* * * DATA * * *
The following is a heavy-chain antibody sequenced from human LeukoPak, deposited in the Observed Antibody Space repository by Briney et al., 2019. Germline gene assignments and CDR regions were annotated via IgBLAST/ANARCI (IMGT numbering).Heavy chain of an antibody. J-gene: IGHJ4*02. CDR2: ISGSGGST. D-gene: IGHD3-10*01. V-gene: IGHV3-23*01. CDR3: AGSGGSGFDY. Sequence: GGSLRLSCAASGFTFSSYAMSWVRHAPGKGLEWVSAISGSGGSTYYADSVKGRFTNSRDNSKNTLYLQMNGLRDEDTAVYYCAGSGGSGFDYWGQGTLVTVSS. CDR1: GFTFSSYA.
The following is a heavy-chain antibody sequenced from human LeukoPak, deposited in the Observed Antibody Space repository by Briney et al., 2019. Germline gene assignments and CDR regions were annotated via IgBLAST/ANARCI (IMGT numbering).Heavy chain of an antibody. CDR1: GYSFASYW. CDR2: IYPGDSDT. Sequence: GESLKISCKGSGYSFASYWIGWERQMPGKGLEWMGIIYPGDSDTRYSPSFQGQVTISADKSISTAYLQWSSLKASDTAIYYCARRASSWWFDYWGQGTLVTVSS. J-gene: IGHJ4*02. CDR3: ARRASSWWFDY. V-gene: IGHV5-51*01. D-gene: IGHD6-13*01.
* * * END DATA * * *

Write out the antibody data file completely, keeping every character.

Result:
The following is a heavy-chain antibody sequenced from human LeukoPak, deposited in the Observed Antibody Space repository by Briney et al., 2019. Germline gene assignments and CDR regions were annotated via IgBLAST/ANARCI (IMGT numbering).Heavy chain of an antibody. J-gene: IGHJ4*02. CDR2: ISGSGGST. D-gene: IGHD3-10*01. V-gene: IGHV3-23*01. CDR3: AGSGGSGFDY. Sequence: GGSLRLSCAASGFTFSSYAMSWVRHAPGKGLEWVSAISGSGGSTYYADSVKGRFTNSRDNSKNTLYLQMNGLRDEDTAVYYCAGSGGSGFDYWGQGTLVTVSS. CDR1: GFTFSSYA.
The following is a heavy-chain antibody sequenced from human LeukoPak, deposited in the Observed Antibody Space repository by Briney et al., 2019. Germline gene assignments and CDR regions were annotated via IgBLAST/ANARCI (IMGT numbering).Heavy chain of an antibody. CDR1: GYSFASYW. CDR2: IYPGDSDT. Sequence: GESLKISCKGSGYSFASYWIGWERQMPGKGLEWMGIIYPGDSDTRYSPSFQGQVTISADKSISTAYLQWSSLKASDTAIYYCARRASSWWFDYWGQGTLVTVSS. J-gene: IGHJ4*02. CDR3: ARRASSWWFDY. V-gene: IGHV5-51*01. D-gene: IGHD6-13*01.